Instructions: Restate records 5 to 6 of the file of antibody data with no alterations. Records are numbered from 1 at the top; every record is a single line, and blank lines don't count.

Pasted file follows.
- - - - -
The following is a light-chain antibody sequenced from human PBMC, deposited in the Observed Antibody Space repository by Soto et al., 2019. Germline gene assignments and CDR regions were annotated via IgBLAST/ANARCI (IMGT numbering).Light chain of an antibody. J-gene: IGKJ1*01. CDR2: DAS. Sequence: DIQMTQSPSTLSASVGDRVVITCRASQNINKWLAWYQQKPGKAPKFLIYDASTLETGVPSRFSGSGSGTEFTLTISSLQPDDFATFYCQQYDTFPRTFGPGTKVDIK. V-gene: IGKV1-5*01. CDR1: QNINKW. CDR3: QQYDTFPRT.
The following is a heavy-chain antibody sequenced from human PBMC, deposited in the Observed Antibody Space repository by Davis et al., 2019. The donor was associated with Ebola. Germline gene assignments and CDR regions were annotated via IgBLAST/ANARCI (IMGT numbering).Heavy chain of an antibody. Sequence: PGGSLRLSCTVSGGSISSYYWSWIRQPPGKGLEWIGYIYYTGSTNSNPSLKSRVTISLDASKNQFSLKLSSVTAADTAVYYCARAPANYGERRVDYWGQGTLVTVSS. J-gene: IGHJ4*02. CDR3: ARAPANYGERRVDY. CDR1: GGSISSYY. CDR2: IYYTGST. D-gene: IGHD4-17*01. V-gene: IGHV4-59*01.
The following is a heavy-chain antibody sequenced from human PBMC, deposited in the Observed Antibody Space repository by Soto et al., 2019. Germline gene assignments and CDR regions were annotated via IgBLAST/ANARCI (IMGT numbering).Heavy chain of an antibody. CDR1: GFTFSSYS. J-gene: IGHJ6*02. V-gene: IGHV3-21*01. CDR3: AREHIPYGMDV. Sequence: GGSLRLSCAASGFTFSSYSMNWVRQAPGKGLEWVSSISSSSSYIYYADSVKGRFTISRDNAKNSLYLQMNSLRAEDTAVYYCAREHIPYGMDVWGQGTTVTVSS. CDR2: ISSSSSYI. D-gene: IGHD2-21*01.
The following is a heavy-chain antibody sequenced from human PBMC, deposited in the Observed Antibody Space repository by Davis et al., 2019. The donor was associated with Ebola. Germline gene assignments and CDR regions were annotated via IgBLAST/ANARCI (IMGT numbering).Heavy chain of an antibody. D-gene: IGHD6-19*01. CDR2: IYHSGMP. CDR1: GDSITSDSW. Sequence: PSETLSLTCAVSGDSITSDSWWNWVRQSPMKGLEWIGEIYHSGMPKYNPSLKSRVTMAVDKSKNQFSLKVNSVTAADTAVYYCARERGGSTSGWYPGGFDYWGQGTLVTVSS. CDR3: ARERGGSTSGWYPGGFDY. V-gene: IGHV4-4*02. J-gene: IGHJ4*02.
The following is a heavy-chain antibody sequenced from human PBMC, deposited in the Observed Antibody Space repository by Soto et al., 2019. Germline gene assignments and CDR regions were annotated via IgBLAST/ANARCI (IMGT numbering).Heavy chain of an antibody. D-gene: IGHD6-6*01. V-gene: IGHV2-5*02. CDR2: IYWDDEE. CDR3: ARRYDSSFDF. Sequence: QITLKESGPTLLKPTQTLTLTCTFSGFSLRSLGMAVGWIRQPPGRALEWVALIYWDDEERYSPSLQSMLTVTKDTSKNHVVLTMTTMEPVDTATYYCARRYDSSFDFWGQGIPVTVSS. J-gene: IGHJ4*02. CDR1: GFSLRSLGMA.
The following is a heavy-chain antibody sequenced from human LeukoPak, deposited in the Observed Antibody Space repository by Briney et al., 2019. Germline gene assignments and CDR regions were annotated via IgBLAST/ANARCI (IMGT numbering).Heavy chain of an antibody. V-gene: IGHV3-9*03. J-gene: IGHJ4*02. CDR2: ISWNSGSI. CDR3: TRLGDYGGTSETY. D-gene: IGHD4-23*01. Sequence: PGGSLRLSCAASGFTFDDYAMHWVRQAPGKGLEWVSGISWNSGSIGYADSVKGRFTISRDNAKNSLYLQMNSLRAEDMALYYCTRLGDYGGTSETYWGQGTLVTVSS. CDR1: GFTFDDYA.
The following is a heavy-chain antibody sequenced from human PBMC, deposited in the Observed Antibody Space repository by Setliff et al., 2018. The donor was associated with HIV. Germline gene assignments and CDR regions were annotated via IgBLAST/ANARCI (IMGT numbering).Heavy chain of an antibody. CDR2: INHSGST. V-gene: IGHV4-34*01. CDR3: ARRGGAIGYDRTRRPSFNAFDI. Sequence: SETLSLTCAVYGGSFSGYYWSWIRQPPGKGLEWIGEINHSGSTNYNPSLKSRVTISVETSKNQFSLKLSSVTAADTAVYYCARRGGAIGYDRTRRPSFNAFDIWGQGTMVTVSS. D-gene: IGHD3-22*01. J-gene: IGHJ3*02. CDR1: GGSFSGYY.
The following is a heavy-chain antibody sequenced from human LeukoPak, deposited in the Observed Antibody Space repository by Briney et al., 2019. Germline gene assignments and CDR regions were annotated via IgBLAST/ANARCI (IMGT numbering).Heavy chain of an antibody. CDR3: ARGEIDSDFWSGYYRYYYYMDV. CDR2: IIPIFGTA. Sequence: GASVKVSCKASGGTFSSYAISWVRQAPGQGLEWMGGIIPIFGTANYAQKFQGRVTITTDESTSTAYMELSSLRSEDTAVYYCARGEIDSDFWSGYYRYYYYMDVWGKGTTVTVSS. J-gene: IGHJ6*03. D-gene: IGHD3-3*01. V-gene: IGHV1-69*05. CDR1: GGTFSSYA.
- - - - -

The following is a heavy-chain antibody sequenced from human PBMC, deposited in the Observed Antibody Space repository by Soto et al., 2019. Germline gene assignments and CDR regions were annotated via IgBLAST/ANARCI (IMGT numbering).Heavy chain of an antibody. D-gene: IGHD6-6*01. V-gene: IGHV2-5*02. CDR2: IYWDDEE. CDR3: ARRYDSSFDF. Sequence: QITLKESGPTLLKPTQTLTLTCTFSGFSLRSLGMAVGWIRQPPGRALEWVALIYWDDEERYSPSLQSMLTVTKDTSKNHVVLTMTTMEPVDTATYYCARRYDSSFDFWGQGIPVTVSS. J-gene: IGHJ4*02. CDR1: GFSLRSLGMA.
The following is a heavy-chain antibody sequenced from human LeukoPak, deposited in the Observed Antibody Space repository by Briney et al., 2019. Germline gene assignments and CDR regions were annotated via IgBLAST/ANARCI (IMGT numbering).Heavy chain of an antibody. V-gene: IGHV3-9*03. J-gene: IGHJ4*02. CDR2: ISWNSGSI. CDR3: TRLGDYGGTSETY. D-gene: IGHD4-23*01. Sequence: PGGSLRLSCAASGFTFDDYAMHWVRQAPGKGLEWVSGISWNSGSIGYADSVKGRFTISRDNAKNSLYLQMNSLRAEDMALYYCTRLGDYGGTSETYWGQGTLVTVSS. CDR1: GFTFDDYA.